# Evaluation Metrics

Evaluation metrics are used to evaluate the performance of a machine learning model. They provide a way to quantitatively measure how well the model is performing on a given task.

## Classification

In machine learning, classification is a supervised learning problem in which the model is trained to predict the class of an input data point.

Note

It is important to choose an appropriate evaluation metric for your problem. For example, in a binary classification problem, you may be more interested in minimizing false negatives than false positives, in which case you would want to use a metric like recall rather than precision.

### Confusion Matrix

Confusion matrix is a performance measurement for machine learning classification problem where output can be two or more classes.

In a confusion matrix, the rows represent the actual class labels, and the columns represent the predicted class labels.

Here, TP (true positive) is the number of times the classifier predicted “positive” and the actual label was “positive”. FP (false positive) is the number of times the classifier predicted “positive” and the actual label was “negative”. FN (false negative) is the number of times the classifier predicted “negative” and the actual label was “positive”. TN (true negative) is the number of times the classifier predicted “negative” and the actual label was “negative”.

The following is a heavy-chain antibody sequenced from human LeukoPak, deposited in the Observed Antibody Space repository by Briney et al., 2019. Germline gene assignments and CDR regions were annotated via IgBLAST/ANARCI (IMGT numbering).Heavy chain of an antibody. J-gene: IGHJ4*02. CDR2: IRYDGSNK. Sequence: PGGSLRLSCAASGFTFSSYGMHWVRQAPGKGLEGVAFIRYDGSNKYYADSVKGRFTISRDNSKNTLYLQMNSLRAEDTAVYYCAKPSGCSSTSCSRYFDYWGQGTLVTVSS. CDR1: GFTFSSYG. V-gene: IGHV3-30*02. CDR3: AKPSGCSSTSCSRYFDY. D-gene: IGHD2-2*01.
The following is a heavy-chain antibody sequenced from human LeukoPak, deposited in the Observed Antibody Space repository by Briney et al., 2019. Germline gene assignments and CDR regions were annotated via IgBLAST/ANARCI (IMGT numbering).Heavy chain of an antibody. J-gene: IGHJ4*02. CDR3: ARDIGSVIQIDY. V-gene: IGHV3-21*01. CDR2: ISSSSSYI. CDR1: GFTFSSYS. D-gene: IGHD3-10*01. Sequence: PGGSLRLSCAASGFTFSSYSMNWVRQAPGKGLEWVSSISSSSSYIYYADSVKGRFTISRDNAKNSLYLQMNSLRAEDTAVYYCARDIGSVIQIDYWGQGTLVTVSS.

Here is an example of how to compute the values in a confusion matrix:

```
Predicted
Positive Negative
Actual
Positive 10 5
Negative 3 2
```

The values in the confusion matrix can be used to compute various performance metrics, such as precision, recall, and accuracy.

#### Calculate Confusion Matrix for a 2 classes problem

Individual Number |
1 |
2 |
3 |
4 |
5 |
6 |
7 |
8 |
9 |
10 |
11 |
12 |
---|---|---|---|---|---|---|---|---|---|---|---|---|

Actual Classification |
1 |
1 |
1 |
1 |
1 |
1 |
1 |
1 |
0 |
0 |
0 |
0 |

Predicted Classification |
0 |
0 |
1 |
1 |
1 |
1 |
1 |
1 |
1 |
0 |
0 |
0 |

Result |
FN |
FN |
TP |
TP |
TP |
TP |
TP |
TP |
FP |
TN |
TN |
TN |

Example from wikipedia.com

```
import torch
from sklearn import metrics
import matplotlib.pyplot as plt
import torchmetrics
# simulate a classification problem
y_true = torch.randint(0,2, (7,))
y_pred = torch.randint(0,2, (7,))
print(f"{y_true=}")
print(f"{y_pred=}")
print(f"confusion_matrix {metrics.confusion_matrix(y_true, y_pred)} ")
tn, fp, fn, tp = metrics.confusion_matrix(y_true, y_pred).ravel()
print(tn, fp, fn, tp)